Dehydration often goes unnoticed until it is too late, even though we all know how crucial water is for our bodies. If your mouth is already drying up or you’re always thirsty, you’re already behind schedule in replacing your body’s liquids.
Water is essential to every bodily function because the human body is 60-75 percent water. We can use it to produce energy, muscular function, and joint lubrication when trekking.
Muscle activation can be reduced by up to 15% with a 2% decrease in hydration! Your ability to climb the mountain has improved significantly. Typically, muscle cramps begin to develop at a level of dehydration of 5%.
2. Sodium Chloride Is Essential Too
Fluids aren’t the only ones responsible for ensuring that your body’s fluid balance remains stable. The movement of fluids within and between cells is controlled by electrolytes. Sodium is the most important electrolyte during exercise.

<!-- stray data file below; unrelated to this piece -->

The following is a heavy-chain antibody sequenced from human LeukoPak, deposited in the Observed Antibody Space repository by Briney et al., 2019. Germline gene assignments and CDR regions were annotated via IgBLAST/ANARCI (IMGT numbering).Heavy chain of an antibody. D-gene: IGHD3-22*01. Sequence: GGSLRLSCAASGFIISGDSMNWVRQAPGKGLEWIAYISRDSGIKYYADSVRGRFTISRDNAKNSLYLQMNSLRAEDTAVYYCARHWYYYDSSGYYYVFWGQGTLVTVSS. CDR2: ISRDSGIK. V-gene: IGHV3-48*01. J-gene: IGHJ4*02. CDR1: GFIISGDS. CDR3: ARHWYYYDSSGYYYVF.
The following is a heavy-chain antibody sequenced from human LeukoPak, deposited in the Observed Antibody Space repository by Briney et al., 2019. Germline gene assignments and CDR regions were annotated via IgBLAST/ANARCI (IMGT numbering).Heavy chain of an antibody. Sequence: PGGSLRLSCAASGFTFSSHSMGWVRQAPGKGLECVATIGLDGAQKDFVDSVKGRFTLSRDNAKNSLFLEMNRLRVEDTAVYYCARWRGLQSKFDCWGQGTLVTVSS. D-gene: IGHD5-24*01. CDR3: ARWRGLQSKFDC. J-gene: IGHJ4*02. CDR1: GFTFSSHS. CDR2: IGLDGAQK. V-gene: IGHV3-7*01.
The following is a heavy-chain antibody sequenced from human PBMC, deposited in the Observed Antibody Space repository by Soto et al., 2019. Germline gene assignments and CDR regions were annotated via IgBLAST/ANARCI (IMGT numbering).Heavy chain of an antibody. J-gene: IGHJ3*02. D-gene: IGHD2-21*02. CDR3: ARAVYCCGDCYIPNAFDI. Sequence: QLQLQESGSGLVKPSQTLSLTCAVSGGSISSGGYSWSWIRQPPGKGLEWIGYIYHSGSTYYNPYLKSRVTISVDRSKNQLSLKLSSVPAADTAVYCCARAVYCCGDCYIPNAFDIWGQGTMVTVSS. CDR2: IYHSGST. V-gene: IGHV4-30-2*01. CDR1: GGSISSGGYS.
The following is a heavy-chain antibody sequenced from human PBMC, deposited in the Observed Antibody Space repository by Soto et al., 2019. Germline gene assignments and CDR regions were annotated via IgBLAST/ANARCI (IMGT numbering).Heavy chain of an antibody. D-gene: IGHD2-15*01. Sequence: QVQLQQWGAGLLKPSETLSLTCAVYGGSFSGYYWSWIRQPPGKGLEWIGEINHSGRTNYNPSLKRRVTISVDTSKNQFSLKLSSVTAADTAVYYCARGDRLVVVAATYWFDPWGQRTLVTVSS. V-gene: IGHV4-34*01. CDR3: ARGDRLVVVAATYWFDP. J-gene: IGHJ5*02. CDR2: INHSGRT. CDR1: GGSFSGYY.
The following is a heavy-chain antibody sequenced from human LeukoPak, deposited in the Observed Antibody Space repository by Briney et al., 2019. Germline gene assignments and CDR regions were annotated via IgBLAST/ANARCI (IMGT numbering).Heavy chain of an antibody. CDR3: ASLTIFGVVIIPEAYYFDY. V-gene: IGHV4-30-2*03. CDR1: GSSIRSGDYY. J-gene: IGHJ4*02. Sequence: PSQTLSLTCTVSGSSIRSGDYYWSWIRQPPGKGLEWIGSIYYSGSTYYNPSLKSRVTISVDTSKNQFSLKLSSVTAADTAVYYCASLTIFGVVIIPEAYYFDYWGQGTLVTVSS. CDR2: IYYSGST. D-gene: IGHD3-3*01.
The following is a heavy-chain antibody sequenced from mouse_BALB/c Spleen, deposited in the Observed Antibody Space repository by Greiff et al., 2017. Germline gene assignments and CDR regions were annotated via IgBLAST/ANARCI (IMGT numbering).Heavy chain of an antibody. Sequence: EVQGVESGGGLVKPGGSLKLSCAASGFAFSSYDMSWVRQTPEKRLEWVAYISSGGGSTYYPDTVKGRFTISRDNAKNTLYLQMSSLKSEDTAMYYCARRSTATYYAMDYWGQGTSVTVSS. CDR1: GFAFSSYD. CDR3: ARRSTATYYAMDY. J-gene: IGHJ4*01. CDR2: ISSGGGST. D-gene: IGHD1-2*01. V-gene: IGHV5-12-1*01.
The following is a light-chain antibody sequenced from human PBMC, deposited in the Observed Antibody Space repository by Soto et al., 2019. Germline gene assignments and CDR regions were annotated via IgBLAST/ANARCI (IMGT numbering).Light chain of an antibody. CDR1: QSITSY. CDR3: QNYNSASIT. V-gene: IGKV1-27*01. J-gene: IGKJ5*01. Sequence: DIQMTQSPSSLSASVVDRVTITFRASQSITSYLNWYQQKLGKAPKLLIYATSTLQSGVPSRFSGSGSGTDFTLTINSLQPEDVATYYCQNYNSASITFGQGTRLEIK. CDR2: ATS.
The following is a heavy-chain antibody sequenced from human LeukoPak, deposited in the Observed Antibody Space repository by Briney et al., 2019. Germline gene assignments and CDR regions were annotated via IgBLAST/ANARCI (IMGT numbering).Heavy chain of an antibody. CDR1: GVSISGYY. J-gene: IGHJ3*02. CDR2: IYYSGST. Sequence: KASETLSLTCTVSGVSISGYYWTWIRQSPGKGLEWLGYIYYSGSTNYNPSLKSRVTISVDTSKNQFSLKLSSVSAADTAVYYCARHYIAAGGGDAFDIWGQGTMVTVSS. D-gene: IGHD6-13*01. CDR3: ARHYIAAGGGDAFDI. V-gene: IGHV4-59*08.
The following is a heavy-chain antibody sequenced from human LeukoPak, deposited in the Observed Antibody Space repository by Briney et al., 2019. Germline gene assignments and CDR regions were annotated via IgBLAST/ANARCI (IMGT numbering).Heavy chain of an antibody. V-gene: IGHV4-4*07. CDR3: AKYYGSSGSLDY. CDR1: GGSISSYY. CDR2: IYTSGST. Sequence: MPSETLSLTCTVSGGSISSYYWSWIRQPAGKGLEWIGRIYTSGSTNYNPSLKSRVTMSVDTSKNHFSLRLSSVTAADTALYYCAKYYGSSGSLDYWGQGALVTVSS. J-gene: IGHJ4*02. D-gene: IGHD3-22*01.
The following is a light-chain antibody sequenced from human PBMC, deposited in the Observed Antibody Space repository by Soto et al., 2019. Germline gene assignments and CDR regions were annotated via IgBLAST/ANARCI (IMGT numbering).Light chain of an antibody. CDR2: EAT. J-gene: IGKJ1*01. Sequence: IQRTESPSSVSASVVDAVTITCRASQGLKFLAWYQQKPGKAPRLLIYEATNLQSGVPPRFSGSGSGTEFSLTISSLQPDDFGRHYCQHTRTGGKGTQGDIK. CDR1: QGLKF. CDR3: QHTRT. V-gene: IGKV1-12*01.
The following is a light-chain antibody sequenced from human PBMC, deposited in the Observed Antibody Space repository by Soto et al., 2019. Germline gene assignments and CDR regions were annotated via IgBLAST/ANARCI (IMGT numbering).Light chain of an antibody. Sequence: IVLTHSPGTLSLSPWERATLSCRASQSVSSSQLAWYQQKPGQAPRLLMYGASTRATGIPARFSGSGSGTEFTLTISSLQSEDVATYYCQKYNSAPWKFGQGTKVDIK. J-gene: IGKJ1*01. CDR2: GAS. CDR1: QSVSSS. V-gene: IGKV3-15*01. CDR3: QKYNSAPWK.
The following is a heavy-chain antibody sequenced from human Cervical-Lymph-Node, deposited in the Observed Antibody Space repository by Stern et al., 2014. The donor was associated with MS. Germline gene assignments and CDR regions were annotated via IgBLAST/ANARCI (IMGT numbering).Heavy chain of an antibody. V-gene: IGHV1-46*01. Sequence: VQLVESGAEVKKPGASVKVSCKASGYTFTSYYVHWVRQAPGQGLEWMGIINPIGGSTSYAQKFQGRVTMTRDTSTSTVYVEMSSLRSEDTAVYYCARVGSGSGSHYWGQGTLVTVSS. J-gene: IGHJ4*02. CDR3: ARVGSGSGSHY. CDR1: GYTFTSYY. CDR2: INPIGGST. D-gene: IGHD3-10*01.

The sodium chloride in table salt is a good example of this substance. More sodium than any other electrolyte is lost through perspiration. Sweating removes water and salt from the body. Water replacement without sodium can result in hyponatremia, a dangerously low blood sodium level.
Hyponatremia can also occur as a result of excessive sweating and the consequent loss of salt from the body. Endurance training or excessive perspiration during the course of the day are the most common culprits. Hyponatremia can cause muscle cramps, which can become life-threatening if not managed.
3. Consume A Balanced Diet To Keep Muscles Well-Fed
Nutrition seems to be the one area of health that most individuals attempt to avoid at all costs. For some reason, this seems to be the case. Since our entire body depends on what we eat for energy, this is a serious issue. If we don’t get the proper nutrients in, some systems will malfunction.
So, if nutrition and nourishing the body are important to us, what should we eat? Everything from rigorous veganism to extreme ketosis—and everything in between—is available as a diet option.
For example, muscle growth and repair require protein. The majority of this process, though, takes place when we aren’t working out.